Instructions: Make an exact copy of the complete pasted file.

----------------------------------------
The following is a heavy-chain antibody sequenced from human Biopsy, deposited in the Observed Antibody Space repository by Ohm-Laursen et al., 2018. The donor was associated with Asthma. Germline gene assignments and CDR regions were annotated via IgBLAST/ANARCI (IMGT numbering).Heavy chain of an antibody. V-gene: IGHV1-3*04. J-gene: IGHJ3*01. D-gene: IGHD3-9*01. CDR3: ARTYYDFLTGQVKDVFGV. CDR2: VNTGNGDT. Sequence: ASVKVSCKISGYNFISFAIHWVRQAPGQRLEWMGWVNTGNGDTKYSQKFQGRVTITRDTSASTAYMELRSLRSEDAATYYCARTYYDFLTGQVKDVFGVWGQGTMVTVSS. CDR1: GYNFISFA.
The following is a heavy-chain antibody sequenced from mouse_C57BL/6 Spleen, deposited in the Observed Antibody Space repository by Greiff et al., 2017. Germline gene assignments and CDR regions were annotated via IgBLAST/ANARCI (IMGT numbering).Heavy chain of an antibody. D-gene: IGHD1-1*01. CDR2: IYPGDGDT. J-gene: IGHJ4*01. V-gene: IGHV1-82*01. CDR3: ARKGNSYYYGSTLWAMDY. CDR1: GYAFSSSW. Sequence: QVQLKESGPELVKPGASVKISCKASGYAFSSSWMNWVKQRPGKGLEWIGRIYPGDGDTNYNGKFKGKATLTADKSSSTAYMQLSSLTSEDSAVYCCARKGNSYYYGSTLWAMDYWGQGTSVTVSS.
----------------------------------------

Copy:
The following is a heavy-chain antibody sequenced from human Biopsy, deposited in the Observed Antibody Space repository by Ohm-Laursen et al., 2018. The donor was associated with Asthma. Germline gene assignments and CDR regions were annotated via IgBLAST/ANARCI (IMGT numbering).Heavy chain of an antibody. V-gene: IGHV1-3*04. J-gene: IGHJ3*01. D-gene: IGHD3-9*01. CDR3: ARTYYDFLTGQVKDVFGV. CDR2: VNTGNGDT. Sequence: ASVKVSCKISGYNFISFAIHWVRQAPGQRLEWMGWVNTGNGDTKYSQKFQGRVTITRDTSASTAYMELRSLRSEDAATYYCARTYYDFLTGQVKDVFGVWGQGTMVTVSS. CDR1: GYNFISFA.
The following is a heavy-chain antibody sequenced from mouse_C57BL/6 Spleen, deposited in the Observed Antibody Space repository by Greiff et al., 2017. Germline gene assignments and CDR regions were annotated via IgBLAST/ANARCI (IMGT numbering).Heavy chain of an antibody. D-gene: IGHD1-1*01. CDR2: IYPGDGDT. J-gene: IGHJ4*01. V-gene: IGHV1-82*01. CDR3: ARKGNSYYYGSTLWAMDY. CDR1: GYAFSSSW. Sequence: QVQLKESGPELVKPGASVKISCKASGYAFSSSWMNWVKQRPGKGLEWIGRIYPGDGDTNYNGKFKGKATLTADKSSSTAYMQLSSLTSEDSAVYCCARKGNSYYYGSTLWAMDYWGQGTSVTVSS.